Negligence of Quality Primary Education in Rural Africa: The Nigerian Case Study (Volume 1).

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Achieving quality primary education in Nigeria, particularly for geographically marginalized areas remains one of the major setbacks of the recently phased out MDGs with its second goal dedicated to effort to achieve universal primary education. Tasked with a 15 year achievement plan, yet a few was accomplished with the game of numbers.
However, before we set out on the journey of another 15 years of the SDGs whose goal number four is targeted at achieving equitable, inclusive quality education and life-long learning opportunities for all by 2030, we must critically evaluate the shortcomings of the previous agenda. The reasons why the problem of lack of access to quality education is still ongoing in Rural Nigeria can be traced back rooted in the lines of history.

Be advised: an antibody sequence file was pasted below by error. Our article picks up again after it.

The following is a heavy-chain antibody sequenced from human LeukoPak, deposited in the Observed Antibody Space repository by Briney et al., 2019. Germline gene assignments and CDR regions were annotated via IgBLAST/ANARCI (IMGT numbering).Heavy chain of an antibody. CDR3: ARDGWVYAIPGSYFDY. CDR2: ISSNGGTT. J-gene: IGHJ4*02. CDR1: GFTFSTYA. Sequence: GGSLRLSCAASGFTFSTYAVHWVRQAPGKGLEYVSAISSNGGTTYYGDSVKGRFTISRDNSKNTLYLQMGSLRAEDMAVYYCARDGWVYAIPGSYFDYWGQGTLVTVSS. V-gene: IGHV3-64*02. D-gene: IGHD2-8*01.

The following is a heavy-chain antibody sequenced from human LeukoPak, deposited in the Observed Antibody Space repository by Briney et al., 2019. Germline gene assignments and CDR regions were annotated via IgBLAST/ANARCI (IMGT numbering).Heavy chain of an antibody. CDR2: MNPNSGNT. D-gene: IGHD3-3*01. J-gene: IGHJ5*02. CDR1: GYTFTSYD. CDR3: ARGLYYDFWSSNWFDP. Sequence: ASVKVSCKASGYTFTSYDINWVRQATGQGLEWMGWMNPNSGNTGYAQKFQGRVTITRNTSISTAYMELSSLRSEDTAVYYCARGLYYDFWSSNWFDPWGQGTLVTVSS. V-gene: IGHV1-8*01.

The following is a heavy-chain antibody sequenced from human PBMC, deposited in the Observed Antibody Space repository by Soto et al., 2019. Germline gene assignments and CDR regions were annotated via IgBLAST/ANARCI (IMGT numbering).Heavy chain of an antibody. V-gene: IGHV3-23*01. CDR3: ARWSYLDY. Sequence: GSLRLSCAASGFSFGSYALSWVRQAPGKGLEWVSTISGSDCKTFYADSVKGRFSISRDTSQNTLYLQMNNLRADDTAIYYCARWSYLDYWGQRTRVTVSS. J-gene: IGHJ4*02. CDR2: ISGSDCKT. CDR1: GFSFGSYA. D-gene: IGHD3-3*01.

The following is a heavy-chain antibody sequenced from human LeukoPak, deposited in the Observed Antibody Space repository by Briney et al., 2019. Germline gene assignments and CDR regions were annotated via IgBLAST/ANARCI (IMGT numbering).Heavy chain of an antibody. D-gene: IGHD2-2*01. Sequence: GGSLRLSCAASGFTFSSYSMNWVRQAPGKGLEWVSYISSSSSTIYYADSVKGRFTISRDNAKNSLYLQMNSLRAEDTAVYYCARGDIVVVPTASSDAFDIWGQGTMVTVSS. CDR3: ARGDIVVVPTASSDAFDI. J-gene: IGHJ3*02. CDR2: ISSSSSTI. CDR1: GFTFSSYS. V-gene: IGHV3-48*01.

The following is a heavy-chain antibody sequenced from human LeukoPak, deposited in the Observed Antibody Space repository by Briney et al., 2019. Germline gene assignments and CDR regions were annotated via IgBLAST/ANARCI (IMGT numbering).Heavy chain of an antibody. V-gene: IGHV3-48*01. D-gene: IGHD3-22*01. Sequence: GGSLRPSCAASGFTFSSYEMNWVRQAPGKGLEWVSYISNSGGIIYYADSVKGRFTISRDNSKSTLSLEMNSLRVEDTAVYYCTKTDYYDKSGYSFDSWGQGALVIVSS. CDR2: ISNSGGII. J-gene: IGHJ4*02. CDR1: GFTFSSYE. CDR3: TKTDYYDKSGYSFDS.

After the administration of Late Obafemi Awolowo, the first premier of the Western Region when he introduced Free Primary Education for all,subsequent Nigerian Governments of all shades have never taken the quality of Education seriously, expect the net enrolment rates which kept increasing at the detrimental expense of the quality. According to the Department of International Development (DFID) in a December 2012 release on Nigeria’s Factsheet, from 2000-2011,the total percentage of students across primary schools increased from 64percent to 76percent.This was however negated by unfolding facts from International Bodies like UNESCO and Universal Basic Education Board in Nigeria. The Latest ranking of UNICEF in 2015 that shows that over 54% of graduates of Public Primary Education in Nigeria lack basic numeracy and literary skills is a way to silence educationists and scholars who has argued blatantly that the Nigerian education system is working, while it’s glaring from the facts and figures that the system is built on a shaky foundation of less quality primary education. The annual budget from the Federal Reserve allocated to Education in Nigeria is below 12%,far from the 26% as required as highlighted by UNESCO.